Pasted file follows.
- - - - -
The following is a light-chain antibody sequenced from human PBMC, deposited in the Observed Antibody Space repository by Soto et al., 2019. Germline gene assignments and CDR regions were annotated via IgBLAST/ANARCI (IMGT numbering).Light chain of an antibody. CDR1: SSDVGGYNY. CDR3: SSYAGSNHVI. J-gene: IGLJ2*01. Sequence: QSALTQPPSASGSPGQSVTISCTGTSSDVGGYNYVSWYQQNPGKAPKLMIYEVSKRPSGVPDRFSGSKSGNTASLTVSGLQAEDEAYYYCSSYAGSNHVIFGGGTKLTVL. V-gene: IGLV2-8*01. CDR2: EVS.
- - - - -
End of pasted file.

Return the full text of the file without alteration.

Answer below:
The following is a light-chain antibody sequenced from human PBMC, deposited in the Observed Antibody Space repository by Soto et al., 2019. Germline gene assignments and CDR regions were annotated via IgBLAST/ANARCI (IMGT numbering).Light chain of an antibody. CDR1: SSDVGGYNY. CDR3: SSYAGSNHVI. J-gene: IGLJ2*01. Sequence: QSALTQPPSASGSPGQSVTISCTGTSSDVGGYNYVSWYQQNPGKAPKLMIYEVSKRPSGVPDRFSGSKSGNTASLTVSGLQAEDEAYYYCSSYAGSNHVIFGGGTKLTVL. V-gene: IGLV2-8*01. CDR2: EVS.